November 13, 2007
Only the second university in the country SIUC now offers master's in medical dosimetry
CARBONDALE, Ill. — As just the second university in the nation to offer a master's degree in medical dosimetry, Southern Illinois University Carbondale is at the forefront of providing critical life-saving education and training.
Medical dosimetrists serve a crucial role, working in conjunction with radiation oncologists to plan the most effective and least debilitating treatment for cancer patients. The SIUC dosimetry program has grown dramatically since created as a post-baccalaureate certificate program in August 2005. The Joint Review Committee on Education in Radiologic Technology (JRCERT) accredited the program in the fall of 2006. The Illinois Board of Higher Education approved the master's program, replacing the certificate, during its October meeting.
According to program director Scott Collins, associate professor in the University's radiologic sciences program and himself a certified medical dosimetrist, just one other university currently has a master's program while another is planning to seek approval. SIUC was just the third institution in the country with a program certified by JRCERT. Admission to the program requires a Bachelor of Science degree, preferably in radiation therapy.
Collins said the master's program gives students the opportunity to earn a degree recognizing their level of learning and, after six months of applicable work experience following graduation, test to become fully certified as medical dosimetrists. Those not following the formal education route must complete at least two years of on-the-job training. Collins said they typically don't do as well on the national examination because they usually don't benefit from training in all of the diverse aspects of dosimetry.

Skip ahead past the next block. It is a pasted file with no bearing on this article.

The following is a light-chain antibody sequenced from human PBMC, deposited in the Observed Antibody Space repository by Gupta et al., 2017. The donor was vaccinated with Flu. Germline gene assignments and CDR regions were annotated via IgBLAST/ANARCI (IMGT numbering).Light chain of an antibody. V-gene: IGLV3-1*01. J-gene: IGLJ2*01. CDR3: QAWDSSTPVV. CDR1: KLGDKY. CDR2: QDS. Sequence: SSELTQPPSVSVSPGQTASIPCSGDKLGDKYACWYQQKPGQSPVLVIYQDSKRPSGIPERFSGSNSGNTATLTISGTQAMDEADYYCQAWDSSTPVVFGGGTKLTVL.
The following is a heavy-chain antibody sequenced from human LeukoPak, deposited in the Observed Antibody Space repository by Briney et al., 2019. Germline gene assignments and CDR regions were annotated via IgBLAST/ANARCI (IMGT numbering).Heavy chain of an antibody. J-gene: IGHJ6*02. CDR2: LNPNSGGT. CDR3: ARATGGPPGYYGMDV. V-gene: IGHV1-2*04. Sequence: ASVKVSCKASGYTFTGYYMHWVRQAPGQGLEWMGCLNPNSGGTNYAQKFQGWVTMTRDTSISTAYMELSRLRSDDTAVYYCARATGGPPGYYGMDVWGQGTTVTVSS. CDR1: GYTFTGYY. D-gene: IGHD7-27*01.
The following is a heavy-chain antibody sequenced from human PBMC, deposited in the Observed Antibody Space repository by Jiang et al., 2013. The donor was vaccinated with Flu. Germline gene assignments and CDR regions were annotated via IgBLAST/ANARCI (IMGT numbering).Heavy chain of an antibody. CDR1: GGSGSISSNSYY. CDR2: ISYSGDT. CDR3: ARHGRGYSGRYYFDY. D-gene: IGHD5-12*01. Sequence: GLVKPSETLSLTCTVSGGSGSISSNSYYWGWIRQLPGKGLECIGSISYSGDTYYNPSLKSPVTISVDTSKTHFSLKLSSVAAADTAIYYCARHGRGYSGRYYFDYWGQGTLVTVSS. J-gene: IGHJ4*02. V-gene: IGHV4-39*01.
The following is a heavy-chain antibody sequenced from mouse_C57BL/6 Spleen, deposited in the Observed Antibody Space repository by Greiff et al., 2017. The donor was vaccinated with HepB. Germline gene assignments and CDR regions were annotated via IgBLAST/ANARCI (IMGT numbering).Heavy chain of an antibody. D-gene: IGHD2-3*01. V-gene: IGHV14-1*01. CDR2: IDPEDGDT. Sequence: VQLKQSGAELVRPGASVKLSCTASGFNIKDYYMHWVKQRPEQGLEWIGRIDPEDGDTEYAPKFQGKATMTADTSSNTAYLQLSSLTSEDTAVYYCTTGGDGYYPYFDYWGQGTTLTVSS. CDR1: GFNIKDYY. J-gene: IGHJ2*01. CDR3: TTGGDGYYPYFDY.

The training provided by the School of Allied Health within SIUC's College of Applied Sciences and Arts gives those completing the program a big jump toward a good-paying job too, he said.
"Every one of my graduates who wants a job in this field can find one somewhere in this country," Collins said.
There are currently seven students in the medical dosimetry program, but you won't see them going to classes on the Carbondale campus. That's because the program works in affiliation with major medical centers at eight locations in Missouri, the Chicago area and Oklahoma. Officials anticipate expanding to additional sites in the future. Students work at the large hospitals full-time, 50 weeks during the yearlong training program. Plenty of independent study and homework is involved too.
Through video-conferencing, the students spend six hours each week with Collins and other instructors. As they sit in classrooms around the country, they are able to see and converse with Collins, live via virtual classroom technology.
"It's just like they're in the classroom here but they're six to eight hours away," Collins said. "The classes all meet at the same time. They can see and hear each other and me and I can see and hear them. It's face to face, live interaction."
The students learn how to work with oncology physicians to plan the best cancer treatments and calculate radiation doses for various parts of the body to have the maximum cancer-fighting benefit while minimizing as much as possible the side effects. Medical dosimetry is an important and growing field, Collins noted.
There's a national shortage of medical dosimetrists. A 2002 radiation oncology workforce study revealed that although there were at that time more than 2,800 practicing dosimetrists, there was need for at least 700 more.
"We're very excited to be able to offer a master's degree in medical dosimetry," Collins said.